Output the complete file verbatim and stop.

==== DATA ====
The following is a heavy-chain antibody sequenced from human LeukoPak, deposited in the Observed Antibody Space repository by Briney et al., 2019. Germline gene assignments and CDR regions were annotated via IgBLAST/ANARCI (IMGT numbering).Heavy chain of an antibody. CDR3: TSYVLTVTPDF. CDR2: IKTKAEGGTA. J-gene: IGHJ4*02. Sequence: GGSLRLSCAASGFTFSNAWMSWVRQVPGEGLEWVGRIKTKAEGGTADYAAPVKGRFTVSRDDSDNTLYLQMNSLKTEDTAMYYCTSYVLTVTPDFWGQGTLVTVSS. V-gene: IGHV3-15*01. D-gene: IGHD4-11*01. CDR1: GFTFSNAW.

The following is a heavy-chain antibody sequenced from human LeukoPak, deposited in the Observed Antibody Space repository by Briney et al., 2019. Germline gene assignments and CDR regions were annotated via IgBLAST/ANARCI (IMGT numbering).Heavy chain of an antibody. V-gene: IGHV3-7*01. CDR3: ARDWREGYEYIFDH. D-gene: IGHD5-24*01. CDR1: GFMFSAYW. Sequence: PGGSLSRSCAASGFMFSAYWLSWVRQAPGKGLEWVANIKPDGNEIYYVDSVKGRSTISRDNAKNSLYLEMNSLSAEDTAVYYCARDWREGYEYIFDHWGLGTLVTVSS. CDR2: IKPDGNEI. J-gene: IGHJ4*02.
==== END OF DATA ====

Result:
The following is a heavy-chain antibody sequenced from human LeukoPak, deposited in the Observed Antibody Space repository by Briney et al., 2019. Germline gene assignments and CDR regions were annotated via IgBLAST/ANARCI (IMGT numbering).Heavy chain of an antibody. CDR3: TSYVLTVTPDF. CDR2: IKTKAEGGTA. J-gene: IGHJ4*02. Sequence: GGSLRLSCAASGFTFSNAWMSWVRQVPGEGLEWVGRIKTKAEGGTADYAAPVKGRFTVSRDDSDNTLYLQMNSLKTEDTAMYYCTSYVLTVTPDFWGQGTLVTVSS. V-gene: IGHV3-15*01. D-gene: IGHD4-11*01. CDR1: GFTFSNAW.

The following is a heavy-chain antibody sequenced from human LeukoPak, deposited in the Observed Antibody Space repository by Briney et al., 2019. Germline gene assignments and CDR regions were annotated via IgBLAST/ANARCI (IMGT numbering).Heavy chain of an antibody. V-gene: IGHV3-7*01. CDR3: ARDWREGYEYIFDH. D-gene: IGHD5-24*01. CDR1: GFMFSAYW. Sequence: PGGSLSRSCAASGFMFSAYWLSWVRQAPGKGLEWVANIKPDGNEIYYVDSVKGRSTISRDNAKNSLYLEMNSLSAEDTAVYYCARDWREGYEYIFDHWGLGTLVTVSS. CDR2: IKPDGNEI. J-gene: IGHJ4*02.